Building Cinque Terre: A Grapevine Viewpoint (Italy)

Sarah Elizabeth Yoho 

Yoho, Sarah Elizabeth. Building Cinque Terre: A Grapevine Viewpoint. 2018. HD, 3 min. https://youtu.be/IoY2AjzEix0. Video editing by Miriam Remter and Felix Remter (Primate Visions, Munich). CC BY 4.0.

This 360° video captures the process of constructing a dry stone wall in Italy’s Cinque Terre. In cooperation with community organization Tu Quoque Vernazza, it was filmed over nine days and is shown in time-lapse. We placed the camera in grapevines in order to give the grapevine’s point of view of Cinque Terre life. The front camera captured the wall, while the back camera captured the village of Vernazza and the sea. If you look up, down or to the sides, you will see grapevines. With this view, we wanted to show both the incredible beauty of Cinque Terre and the amount of work it takes to maintain the region’s dry stone walls.

Preparing to lift a large rock to the top of a wall. Pictured (left to right): Margherita Ermirio; Sarah Elizabeth Yoho. Photograph by Sarah Rose Liebau. CC BY 4.0.

Cinque Terre is one of the top tourist destinations in Italy. It is known for its moving terraced landscape, picturesque villages, vineyards overlooking the sea, and walking trails that crisscross the region. Its fragile environment, however, is inundated with issues of overuse: overcrowding, environmental degradation, struggles to maintain adequate public services, etc. The dry stone walls are the foundation of Cinque Terre’s terraced landscape. When walls work, it is easy not to notice them. When walls fail, it can be disastrous, leading to erosion, landslides, and loss of plants, animals, and human livelihoods.

To put it another way, without dry stone walls we would no longer have Cinque Terre. In a terraced landscape, wall failure is often attributed to neglect, erosion, or abandonment. Mass wall abandonment started during industrialization and accelerated following World War II. Erosion has worsened as tourism has increased, and weather, particularly extreme weather events like heavy storms or extreme heat, contribute to erosion. To combat wall failure, there are many diligent people and organizations dedicated to working to reverse wall destruction. Furthermore, UNESCO recently added dry stone walls in Italy and much of the Mediterranean to its List of Intangible Cultural Heritage of Humanity, which will hopefully raise international awareness about these walls. For more information on Cinque Terre wall building, visit Tu Quoque’s facebook page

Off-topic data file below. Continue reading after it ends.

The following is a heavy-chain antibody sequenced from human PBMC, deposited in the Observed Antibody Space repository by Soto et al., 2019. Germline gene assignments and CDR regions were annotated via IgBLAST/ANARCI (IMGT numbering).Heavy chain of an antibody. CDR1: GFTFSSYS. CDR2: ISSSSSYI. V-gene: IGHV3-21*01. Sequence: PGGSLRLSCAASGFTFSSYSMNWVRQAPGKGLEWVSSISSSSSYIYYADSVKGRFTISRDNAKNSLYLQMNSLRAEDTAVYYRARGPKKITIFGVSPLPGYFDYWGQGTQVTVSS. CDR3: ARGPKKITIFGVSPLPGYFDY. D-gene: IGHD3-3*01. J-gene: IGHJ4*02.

Building rock walls with Vernazza Cinque Terre in the background. Pictured (left to right): Margherita Ermirio, Sarah Elizabeth Yoho. Photograph by Sarah Rose Liebau. CC BY 4.0.

 

Group photo after building a dry stone rock wall in Cinque Terre. Pictured (left to right): Sarah Rose Liebau, Margherita Ermirio, Sarah Elizabeth Yoho. Photograph by Sarah Rose Liebau. CC BY 4.0.

 

About the author

Sarah Elizabeth Yoho. Photograph by Sarah Rose Liebau. Used with permission.

Sarah Elizabeth Yoho is an environmental anthropology PhD candidate at the University of Leeds who works within the environmental humanities research space. Her particular research focus is on modes of human and environmental resilience in Italian coastal communities. As part of her work, she has logged countless hours learning about the art of dry stone walling through involvement in community rock wall building projects.